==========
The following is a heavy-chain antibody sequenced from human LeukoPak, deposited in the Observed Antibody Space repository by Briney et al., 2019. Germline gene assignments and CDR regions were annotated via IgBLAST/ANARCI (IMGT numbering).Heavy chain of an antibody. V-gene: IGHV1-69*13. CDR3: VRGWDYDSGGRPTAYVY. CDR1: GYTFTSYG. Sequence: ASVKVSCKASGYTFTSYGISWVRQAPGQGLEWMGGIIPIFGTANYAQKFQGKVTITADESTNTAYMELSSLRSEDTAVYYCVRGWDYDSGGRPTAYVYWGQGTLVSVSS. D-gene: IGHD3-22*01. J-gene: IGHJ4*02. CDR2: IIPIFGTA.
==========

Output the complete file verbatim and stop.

The following is a heavy-chain antibody sequenced from human LeukoPak, deposited in the Observed Antibody Space repository by Briney et al., 2019. Germline gene assignments and CDR regions were annotated via IgBLAST/ANARCI (IMGT numbering).Heavy chain of an antibody. V-gene: IGHV1-69*13. CDR3: VRGWDYDSGGRPTAYVY. CDR1: GYTFTSYG. Sequence: ASVKVSCKASGYTFTSYGISWVRQAPGQGLEWMGGIIPIFGTANYAQKFQGKVTITADESTNTAYMELSSLRSEDTAVYYCVRGWDYDSGGRPTAYVYWGQGTLVSVSS. D-gene: IGHD3-22*01. J-gene: IGHJ4*02. CDR2: IIPIFGTA.